In the moments and the days following terrorist attacks, we grapple with the meaning of the events, reorganizing our truth about what is safe and what is dangerous, how to conduct ourselves and regain our sense of control. In these moments, questions also arise about our role as parents: Should I tell my children? What should I tell them? And how should I behave with them?
The recent terror attack took place where we usually associate peace and security. It was in a residential neighborhood, near homes, while people were on their way back from synagogue from a Torah lesson and about to have Shabbat dinner. We all could have been there at such a moment in time. This is how terrorism operates; it damages the familiar symbols that touch us all and dismantles our sense of certainty while relegating us into a space of instability. In the moments and days after the terrorist attacks, we try to make sense of the events, reorganizing the truths we know about what is safe and what is dangerous, negotiating how to conduct ourselves in the public sphere and trying to regain our sense of control. In these moments, questions as parents also arise: “Should I tell the children? What do I tell them? And how do I behave around them?”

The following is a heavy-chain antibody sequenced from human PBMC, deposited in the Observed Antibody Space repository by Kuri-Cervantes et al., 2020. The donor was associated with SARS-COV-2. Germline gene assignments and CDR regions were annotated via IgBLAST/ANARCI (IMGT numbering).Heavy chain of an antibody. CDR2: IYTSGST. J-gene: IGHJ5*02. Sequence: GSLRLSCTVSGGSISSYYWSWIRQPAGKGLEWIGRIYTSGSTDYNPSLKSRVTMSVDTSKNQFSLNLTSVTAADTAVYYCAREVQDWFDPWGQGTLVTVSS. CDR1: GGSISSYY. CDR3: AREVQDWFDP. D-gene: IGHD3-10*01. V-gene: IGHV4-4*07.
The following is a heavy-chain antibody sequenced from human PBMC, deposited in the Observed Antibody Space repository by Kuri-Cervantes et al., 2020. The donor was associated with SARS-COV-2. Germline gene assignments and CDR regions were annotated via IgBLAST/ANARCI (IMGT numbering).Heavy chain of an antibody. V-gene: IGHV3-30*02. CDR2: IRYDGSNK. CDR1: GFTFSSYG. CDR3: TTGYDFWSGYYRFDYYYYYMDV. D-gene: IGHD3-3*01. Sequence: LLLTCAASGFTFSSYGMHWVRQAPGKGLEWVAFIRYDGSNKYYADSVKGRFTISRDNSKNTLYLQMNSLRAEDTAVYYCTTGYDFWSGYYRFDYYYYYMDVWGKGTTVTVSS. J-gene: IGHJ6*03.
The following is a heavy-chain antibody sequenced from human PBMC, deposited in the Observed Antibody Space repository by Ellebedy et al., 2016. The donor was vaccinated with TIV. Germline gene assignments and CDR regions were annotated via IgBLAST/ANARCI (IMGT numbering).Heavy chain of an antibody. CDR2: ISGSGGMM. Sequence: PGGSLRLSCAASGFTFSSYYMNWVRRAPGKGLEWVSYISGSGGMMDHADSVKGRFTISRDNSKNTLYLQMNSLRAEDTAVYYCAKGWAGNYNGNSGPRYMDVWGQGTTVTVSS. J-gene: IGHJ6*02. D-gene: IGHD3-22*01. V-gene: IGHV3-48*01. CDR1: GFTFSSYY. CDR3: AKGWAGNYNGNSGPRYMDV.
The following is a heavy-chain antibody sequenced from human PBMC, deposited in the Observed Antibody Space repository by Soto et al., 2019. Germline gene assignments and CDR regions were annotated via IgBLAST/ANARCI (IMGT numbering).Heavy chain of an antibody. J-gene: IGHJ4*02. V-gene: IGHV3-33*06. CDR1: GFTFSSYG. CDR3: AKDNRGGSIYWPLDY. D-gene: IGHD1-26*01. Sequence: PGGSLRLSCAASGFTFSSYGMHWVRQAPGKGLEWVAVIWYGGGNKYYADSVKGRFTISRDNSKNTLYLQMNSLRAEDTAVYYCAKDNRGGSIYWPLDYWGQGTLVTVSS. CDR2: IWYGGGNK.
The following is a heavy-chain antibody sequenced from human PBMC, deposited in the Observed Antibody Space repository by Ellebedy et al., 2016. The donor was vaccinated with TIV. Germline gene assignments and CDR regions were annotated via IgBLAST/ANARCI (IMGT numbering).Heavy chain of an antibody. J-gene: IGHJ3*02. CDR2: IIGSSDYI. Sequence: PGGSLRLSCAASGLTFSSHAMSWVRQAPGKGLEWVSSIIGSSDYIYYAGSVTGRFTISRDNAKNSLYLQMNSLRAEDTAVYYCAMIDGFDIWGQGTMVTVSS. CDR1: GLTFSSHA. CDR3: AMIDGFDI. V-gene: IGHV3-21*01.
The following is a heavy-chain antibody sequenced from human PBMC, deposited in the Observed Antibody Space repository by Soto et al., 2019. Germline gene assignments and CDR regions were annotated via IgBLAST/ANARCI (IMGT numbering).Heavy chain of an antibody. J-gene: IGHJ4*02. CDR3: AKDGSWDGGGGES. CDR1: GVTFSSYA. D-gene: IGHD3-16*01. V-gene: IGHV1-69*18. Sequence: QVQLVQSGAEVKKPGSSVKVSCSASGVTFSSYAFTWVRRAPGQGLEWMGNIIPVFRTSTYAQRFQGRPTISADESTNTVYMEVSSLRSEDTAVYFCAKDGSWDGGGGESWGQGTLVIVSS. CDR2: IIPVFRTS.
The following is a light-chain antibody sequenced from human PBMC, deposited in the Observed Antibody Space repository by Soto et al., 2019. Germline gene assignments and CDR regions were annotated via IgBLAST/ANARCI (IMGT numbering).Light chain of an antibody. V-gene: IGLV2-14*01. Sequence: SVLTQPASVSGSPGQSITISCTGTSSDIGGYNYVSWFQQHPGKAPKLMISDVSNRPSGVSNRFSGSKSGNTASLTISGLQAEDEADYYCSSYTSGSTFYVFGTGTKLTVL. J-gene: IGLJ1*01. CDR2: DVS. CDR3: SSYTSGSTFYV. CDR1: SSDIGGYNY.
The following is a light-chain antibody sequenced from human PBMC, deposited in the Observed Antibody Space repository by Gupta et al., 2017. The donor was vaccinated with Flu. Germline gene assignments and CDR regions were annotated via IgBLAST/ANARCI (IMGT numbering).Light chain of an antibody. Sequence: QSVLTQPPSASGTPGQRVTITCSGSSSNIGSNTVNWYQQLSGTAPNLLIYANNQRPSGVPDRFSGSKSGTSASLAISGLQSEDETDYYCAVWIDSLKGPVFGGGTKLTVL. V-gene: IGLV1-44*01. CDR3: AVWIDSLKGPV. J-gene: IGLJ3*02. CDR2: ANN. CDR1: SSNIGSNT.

These are challenging questions. As parents, we invest many resources in protecting our children to keep them safe in body and spirit; part of this protection includes keeping children out of conversations about pain, terror, bereavement and loss. Why would we tell children what they don’t know, which may cause fear and anxiety? However, when there is no certainty that the events are over, the potential for danger is still there, and it is impossible to assure the children that “everything is fine”.
Nevertheless, it is these safety concerns and desire to protect and develop our children’s coping skills that underline the importance of parental intervention. If we do not talk to our children, they will be vulnerable to events in ways that are not mediated via a parent and potentially inappropriate. When we choose to speak to our children, we convey that we stand by them, trusting them and our joint forces that will help us cope successfully, even in difficult times.